When it comes to judicial oversight of law enforcement intrusion into our privacy, I’m pretty suspicious of claims of exigent circumstances.
For example, I don’t believe the claim that terrorism investigators need to conduct warrantless surveillance because there’s not enough time to get a warrant. Some places have judges stationed at sobriety checkpoints to speed the warrant process. Surely the feds can be as resourceful in terrorism investigations.
So, when I started to read Ken Lammers’s explanation of the Carroll Doctrine, explaining why cops need a warrant to search vehicles but not homes, I approached it with suspicion. The basic rule Ken quotes is this:
“it is not practicable to secure a warrant, because the vehicle can be quickly moved out of the locality or jurisdiction in which a warrant must be sought.”
Ken anticipates my first reaction:
I can already hear the howls of protest. “In the modern world we have radios and cell phones. Carroll is outdated law!” Well, maybe so in your locality, but let’s consider those of us in far Southwest Virginia. My county borders Kentucky. There are mountains everywhere, cell towers are extremely spotty, and there are plenty of places back in the way back, with three or four mountains between the deputy and civilization, where anything short of satellite communication just ain’t going to work.
Ken then gives an extended example:
Consider a case wherein the local sheriff’s department has all sorts of knowledge of John Jones trading oxycodone, methadone, suboxone and lortabs back and forth across the Kentucky-Virginia border in his SUV. Jones crosses the border at random times and places. At 3 a.m., Deputy Smith is out in the way-back returning from a call from a house just on the other side of a national park. He sees Jones driving an SUV down a road which comes directly through the park from Kentucky (with no civilization anywhere near either side of the border). Pulling over the vehicle, the deputy sees nothing in plain sight and Jones is savvy enough that he’s never going to agree to a consent search. There’s no cell service anywhere near and the mountain next to the road isn’t letting any radio waves get through.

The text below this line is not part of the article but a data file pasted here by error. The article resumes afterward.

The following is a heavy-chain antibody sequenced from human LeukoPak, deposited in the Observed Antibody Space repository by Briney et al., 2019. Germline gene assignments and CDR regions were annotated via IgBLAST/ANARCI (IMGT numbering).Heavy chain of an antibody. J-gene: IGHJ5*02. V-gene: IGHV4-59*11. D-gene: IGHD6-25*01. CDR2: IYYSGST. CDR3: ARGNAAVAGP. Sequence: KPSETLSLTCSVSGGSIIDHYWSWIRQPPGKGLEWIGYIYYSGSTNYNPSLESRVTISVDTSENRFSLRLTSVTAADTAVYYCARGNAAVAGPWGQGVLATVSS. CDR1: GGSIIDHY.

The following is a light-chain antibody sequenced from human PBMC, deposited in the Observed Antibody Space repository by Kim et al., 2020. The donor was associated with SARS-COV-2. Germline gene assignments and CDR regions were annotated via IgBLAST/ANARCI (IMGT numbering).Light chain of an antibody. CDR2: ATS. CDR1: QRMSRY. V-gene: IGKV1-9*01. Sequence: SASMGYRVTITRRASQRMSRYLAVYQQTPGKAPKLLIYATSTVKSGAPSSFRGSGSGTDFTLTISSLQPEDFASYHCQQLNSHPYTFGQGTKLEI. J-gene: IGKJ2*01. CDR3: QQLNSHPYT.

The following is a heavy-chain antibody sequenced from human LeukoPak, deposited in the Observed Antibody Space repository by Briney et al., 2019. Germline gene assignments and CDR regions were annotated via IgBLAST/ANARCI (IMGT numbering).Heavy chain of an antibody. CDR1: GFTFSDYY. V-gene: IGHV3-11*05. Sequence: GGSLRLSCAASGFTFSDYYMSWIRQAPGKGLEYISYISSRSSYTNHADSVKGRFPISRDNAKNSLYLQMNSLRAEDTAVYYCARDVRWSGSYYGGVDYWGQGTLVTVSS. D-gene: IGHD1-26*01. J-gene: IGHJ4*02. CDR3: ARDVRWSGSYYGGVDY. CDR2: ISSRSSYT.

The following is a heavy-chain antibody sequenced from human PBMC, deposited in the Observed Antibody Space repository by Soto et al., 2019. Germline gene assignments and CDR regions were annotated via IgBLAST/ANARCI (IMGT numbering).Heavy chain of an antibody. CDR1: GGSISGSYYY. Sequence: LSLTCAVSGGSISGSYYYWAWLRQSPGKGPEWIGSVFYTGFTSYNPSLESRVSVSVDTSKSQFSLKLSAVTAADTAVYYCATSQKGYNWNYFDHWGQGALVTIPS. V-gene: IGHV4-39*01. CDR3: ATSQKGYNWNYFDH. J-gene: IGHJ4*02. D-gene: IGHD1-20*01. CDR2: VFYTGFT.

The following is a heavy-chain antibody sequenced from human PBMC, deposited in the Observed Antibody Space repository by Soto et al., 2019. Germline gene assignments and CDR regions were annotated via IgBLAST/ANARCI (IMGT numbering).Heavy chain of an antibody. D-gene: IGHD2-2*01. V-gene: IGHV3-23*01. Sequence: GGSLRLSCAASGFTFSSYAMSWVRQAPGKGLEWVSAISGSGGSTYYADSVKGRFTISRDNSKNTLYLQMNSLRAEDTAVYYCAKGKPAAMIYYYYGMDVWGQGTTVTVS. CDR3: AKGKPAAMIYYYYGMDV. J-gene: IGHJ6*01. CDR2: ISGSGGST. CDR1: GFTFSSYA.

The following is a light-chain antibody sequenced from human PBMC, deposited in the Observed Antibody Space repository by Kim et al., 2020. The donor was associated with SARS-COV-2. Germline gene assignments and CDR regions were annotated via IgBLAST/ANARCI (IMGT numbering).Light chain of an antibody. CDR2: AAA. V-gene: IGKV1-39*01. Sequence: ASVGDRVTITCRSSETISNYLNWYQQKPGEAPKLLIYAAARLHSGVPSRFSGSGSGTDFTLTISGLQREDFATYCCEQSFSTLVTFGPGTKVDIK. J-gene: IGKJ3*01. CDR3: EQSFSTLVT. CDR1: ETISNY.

Wow, Ken’s good. That hypothetical has it all.
Still, let me try to poke a few holes in it:
(1) Ken seems to be arguing that Jones’s Fourth Amendment protections are void due to the technical shortcomings of the Sheriff’s Department. In other words, it’s cheaper this way. That’s not exactly a compelling argument for stepping on someone’s rights.
(2) I was in the Kentucky hills near Ken’s location just last week, and I got 3G or at least Edge cellular service almost everywhere. That doesn’t make Ken wrong, but I’m wondering how often this really happens.
(3) More to the point, as Ken says later:
In the modern era, the use of Carroll assumes that smugglers are smart enough to try to ply their trade in areas where it will be difficult for LEO’s to easily get search warrants.
I’m deep in my ignorance of the law here, but it seems to me that the exception should only apply when it actually is difficult to get a warrant, not just because it might possibly be difficult in general. It’s possible that what I just said is actually what Ken meant, and I just didn’t get it.
(4) Ken sums up the hypothetical deputy’s choices this way:
If the deputy releases Jones, so he can go get a warrant, Jones will be back across the border in 5 minutes. If the deputy secures Jones in the back of his car while he drives 10 miles down the road where he can get radio contact he has extended a seizure of a person without an arrest. The least constitutionally intrusive practical act is a search of the vehicle on the scene.
This argument has a lot of merit, but let’s be straightforward about one thing: The least constitutionally intrusive act is to let Jones go. Yes, it means the “bad guy” will get away. But if our rights only apply when they don’t interfere with the activities of government agents, they’re not really rights at all.
In some ways, this reminds me of the argument that police have to do dynamic entries into people’s houses during drug raids because otherwise the occupants can destroy the evidence. The invention of flush toilets has created a conflict between our rights and the war on drugs, and lot of law enforcement folks think the solution is to give up on our rights.
(5) In an addendum, Ken adds this:
the federal supreme court has entirely excised any exigent circumstances requirement so that all an officer needs to do the search is mobility of the car and probable cause that contraband is in it
In other words, Deputy Smith could stop Jones’s SUV right in front of the county courthouse at 3 in the afternoon on a work day, and he could still search it without a warrant because the car is mobile. This sounds like a bad case of remembering the rubric while forgetting the rationale.